many quarters 'an outstanding bar
to complete amicable relations be-
tween the two republics. Announce-
ment of the pending agreement came
after attacks against the lives and
property of two American diplomats
had created widespread tension and
caused the. government to launch a
drive an terrorism.',
Homes of Jefferson Caffery, Am-
bassador from Washington, and H.
Freeman Matthews, first secretary
of the embassy, are being guarded
by police as well as the chancellory.
Matthews' chauffeur was threat-
ened yesterday by four gunmen in
the heart of town. Caffery's resi-
dence was fired upon -Sunday and
he revealed a similar occurence had
taken place three weeks ago.
A search is underway for Dr. An-
tonio Guiteras, former secretary of
war, and Fernandez Velasco, former
secretary of labor. Authorities said
bombs and arms were found in Vel-
asco's home along with documents
implicating them both.
HAVANA, May 29-(,P)-Cosme de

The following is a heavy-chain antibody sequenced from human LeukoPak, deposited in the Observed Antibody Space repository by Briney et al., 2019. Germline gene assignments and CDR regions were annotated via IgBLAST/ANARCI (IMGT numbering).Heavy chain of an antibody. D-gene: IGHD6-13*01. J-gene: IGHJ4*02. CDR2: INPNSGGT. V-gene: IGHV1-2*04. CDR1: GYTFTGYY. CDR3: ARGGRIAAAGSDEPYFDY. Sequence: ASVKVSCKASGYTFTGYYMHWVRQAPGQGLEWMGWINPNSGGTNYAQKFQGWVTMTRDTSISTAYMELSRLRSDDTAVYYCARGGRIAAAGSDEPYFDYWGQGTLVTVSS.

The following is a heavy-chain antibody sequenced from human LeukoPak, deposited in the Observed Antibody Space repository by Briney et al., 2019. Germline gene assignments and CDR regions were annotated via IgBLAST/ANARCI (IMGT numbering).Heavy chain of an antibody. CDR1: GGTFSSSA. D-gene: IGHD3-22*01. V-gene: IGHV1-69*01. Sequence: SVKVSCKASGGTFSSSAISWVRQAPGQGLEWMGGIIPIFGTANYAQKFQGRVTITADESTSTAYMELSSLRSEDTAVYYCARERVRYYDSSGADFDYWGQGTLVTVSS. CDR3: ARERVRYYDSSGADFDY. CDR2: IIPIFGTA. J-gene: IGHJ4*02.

la Torriente, Cuban secretary of
state, announced today that the
United States would retain its rights
in the Guantanamo naval base for




Staff lenirr Of
Technic Are Named
Junior staff appointments on the
Michigan Technic were announced
last night by Joseph C. Wagner, '35E,
managing editor of the magazine.
The men who are to serve as as-
sistants in the various departments
are as follows: Hillard A. Sutin, '37E,
managing editor's assistant; James H.
Walker, '37E, editor's assistant; Noble
Ashley, '36E and Robert H. Baldwin;
'37E, publications assistants; Maurice
Taylor, '37E, articles assistant; Fred.
A. Jennings, '37E, professional notes
assistant; Vincent C. Trimarchi, '37E,
Harold Weggel, '37E, and Joseph V. T.
Kempton, '37E, college notes assis-
tants; Newton C. McFayden, '37E.
alumni notes assistant; John W.
Shorter, '37E, assounts assistant; Don
P. Reynolds, '37E, sales and publicity
assistant; Allen Meisenheimer, '37E,
circulation assistant.
Philip R. Ewald, '35E, was appoint-
ed Humor Editor to replace Charles
A. Duerr, '34E; who graduates this